It’s a Boy’s Own Adventure replete with a manly young hero who thinks nothing of leaping on angry, wild crocodiles and wrestling them before bargaining for them with African hunters:
The crocodile was now heading for the forest proper, with bits of curry and wood ash adhering to his scaly back. Taking off my dressing-gown I launched myself in a flying tackle, throwing the gown over his head, and then winding it round so tight that he could not bite. I was only just in time, for in another few yards he would have reached the thick undergrowth at the edge of the camp. Sitting in the dust, clutching the crocodile to my bosom, I bargained with the man.
It’s situational comedy (with animals, of course):
The chief was a small, bewildered-looking little man, clad in a red and gold robe, an orange stocking cap on his head, and clutching to his breast an enormous and exceedingly angry duck. The council members, an unctuous, shifty-eyed crowd, steered him through the tangle of equipment to where I stood, and then pushed him forward to say his piece. He cleared his throat, took a firmer grip on the duck, and started. It was made as difficult as possible for him by the duck, who, tried beyond endurance, flapped its wings in his face, and quacked vigorously in a hoarse and complaining way. It was so large and strong that at one point I thought it was going to take off and carry the chief with it, but he mastered it, and continued his speech a trifle breathlessly, his stocking cap askew.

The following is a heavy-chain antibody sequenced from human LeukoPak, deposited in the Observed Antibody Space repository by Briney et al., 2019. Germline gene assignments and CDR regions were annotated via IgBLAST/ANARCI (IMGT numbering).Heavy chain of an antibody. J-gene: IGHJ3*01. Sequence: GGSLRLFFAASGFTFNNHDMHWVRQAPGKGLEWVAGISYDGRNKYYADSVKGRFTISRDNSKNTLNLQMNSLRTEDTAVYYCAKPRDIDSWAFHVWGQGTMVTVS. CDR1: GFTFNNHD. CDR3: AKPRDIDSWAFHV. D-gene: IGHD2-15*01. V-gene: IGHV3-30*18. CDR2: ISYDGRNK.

Incidentally, the back cover of my Penguin edition (a 1957 reprint – so a year after My Family came out – priced at 2’6 and clearly marked ‘Not For Sale in the USA’, and which has substituted the pith-helmeted monkey carrying hero cover for a bland and surely zoologically inaccurate line drawing of a tiny monkey grooming a completely different species [EDIT TO ADD: In the comments below, Matthew points out the following: :The species are different but in the book the baboon george allows a monkey of a different species to groom him so I take it that is what the image is of. I too have this edition.” ) includes a little autobiographical passage that sums up the later Corfu books neatly:
‘I was born in Jamshedpur, India, in 1925. When my father died in 1928 my family returned to England. In 1933, we went to live on the Continent, where I was educated by a variety of tutors of various nationalities. We eventually settled on the island of Corfu, where we lived until 1939. During this time I made a special study of zoology and kept a large number of the local wild animals as pets.”
*Although the language is dated with much talk of natives who wear loincloths, speak in simplistic, Pidgin English, and look up to the English Lords, I think Durrell does not patronize the African men and women he describes in the book anything like as much as more recent attempts to engage with Africa, such as ‘Do They Know It’s Christmas Time (At All)’ (answer – perhaps the Coptic Christians do but probably the Muslims don’t really care) and the frankly armpit-scorchingly embarrassing rhetoric of ‘Make Poverty History’, in which the poverty of an entire continent was miraculously and simplistically eradicated by a single pop concert and some cheap wristbands.
- Photos from 1957 Bafut expedition, Cameroons (whitemetropolis.wordpress.com)